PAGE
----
“I only found out later that one of the first grants ever given by the Arts Council was given to him,” says Gilsenan. “I was quite taken by Nevill’s imagination and his extraordinary photographs. And that he had the prescience to realise that this was something special; that this was a special area that was changing.”

Renaissance for women

Other lesser-known Baggotonia artists include several women writers who have been obscured by the historical record.

“There was an extraordinary parallel renaissance in women writers and artists which – not surprisingly – has slightly been forgotten,” says Gilsenan. “People like Blanaid Salkeld, Eavan Boland. Ethna McCarthy who, of course, was a friend of Beckett’s and was one of the loves of his life. I thought their poetry was extraordinary. That was a real discovery for me. Finding the writers that had kind of been marginalised. It’s interesting how history preserves some people, but there were so many extraordinary artists which I didn’t even manage to touch on in the film.”

Gilsenan has previously profiled artists such as Liam Clancy, Paul Durcan, Sean Scully, Tom Murphy, and WB Yeats. Baggotonia also shares DNA with God Bless America, his six-part TV series exploring American cities through writers, including Gore Vidal, Patricia Cornwell and Garrison Keillor.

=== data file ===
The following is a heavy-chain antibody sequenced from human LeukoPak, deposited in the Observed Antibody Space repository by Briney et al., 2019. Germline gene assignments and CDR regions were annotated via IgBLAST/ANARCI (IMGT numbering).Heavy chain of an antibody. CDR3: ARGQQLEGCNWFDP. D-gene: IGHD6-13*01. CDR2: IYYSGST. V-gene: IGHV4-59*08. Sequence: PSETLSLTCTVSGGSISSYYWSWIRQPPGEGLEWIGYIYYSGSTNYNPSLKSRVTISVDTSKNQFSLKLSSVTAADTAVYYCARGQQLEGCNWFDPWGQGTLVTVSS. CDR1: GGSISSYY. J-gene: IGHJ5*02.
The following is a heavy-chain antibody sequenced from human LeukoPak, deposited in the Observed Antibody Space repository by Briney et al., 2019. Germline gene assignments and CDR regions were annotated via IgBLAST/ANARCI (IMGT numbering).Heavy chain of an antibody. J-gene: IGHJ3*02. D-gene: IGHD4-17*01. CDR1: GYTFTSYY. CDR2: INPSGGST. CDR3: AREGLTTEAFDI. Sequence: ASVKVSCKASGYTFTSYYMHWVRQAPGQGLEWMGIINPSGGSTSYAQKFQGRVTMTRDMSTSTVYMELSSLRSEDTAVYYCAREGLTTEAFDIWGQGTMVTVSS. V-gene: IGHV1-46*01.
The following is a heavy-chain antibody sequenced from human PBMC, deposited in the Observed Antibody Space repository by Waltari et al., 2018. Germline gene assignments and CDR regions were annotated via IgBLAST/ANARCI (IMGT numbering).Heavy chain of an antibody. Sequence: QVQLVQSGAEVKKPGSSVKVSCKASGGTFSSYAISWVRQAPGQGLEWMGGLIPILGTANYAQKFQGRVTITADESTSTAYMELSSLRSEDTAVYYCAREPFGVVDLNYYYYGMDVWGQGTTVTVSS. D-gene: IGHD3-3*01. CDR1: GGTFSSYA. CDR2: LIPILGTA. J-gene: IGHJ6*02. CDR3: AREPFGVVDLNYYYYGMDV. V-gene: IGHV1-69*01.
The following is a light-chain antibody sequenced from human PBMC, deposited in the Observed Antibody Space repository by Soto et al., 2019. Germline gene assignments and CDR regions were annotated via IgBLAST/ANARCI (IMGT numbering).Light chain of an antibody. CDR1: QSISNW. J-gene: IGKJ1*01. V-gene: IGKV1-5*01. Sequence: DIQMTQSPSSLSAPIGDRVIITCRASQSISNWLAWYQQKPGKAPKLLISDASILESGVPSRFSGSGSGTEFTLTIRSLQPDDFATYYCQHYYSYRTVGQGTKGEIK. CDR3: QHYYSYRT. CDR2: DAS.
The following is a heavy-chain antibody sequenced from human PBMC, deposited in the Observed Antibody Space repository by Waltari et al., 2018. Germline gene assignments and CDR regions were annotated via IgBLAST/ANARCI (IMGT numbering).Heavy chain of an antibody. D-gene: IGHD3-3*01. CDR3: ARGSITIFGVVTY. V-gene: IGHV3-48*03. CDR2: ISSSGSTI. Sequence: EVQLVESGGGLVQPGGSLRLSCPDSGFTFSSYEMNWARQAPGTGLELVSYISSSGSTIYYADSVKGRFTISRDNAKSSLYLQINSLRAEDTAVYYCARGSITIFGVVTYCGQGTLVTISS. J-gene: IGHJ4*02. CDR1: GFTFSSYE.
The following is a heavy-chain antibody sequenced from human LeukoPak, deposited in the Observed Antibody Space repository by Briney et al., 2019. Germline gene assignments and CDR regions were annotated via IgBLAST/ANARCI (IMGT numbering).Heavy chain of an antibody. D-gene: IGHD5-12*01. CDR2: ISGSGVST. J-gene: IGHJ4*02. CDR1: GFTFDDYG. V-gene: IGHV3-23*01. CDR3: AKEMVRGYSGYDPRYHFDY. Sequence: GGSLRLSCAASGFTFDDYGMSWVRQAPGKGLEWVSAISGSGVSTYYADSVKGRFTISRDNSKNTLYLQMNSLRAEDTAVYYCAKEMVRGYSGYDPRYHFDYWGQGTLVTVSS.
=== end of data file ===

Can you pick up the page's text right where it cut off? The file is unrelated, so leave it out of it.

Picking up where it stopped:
“It’s always a journey,” says the filmmaker and theatre director. “I just made a film with Paul Muldoon and that was a totally different experience; a genuine collaboration. It’s a joy because you’re kicking things around. This is a more convex excavation. I tend to follow my instincts and my curiosities, rather than do something for the sake of it. People say: you’re very prolific. And partly, that’s true. But it’s also partly passion. And it’s also my job.”

Ghosts of Baggotonia opens on December 9th

Tara Brady

Tara Brady

Tara Brady, a contributor to The Irish Times, is a writer and film critic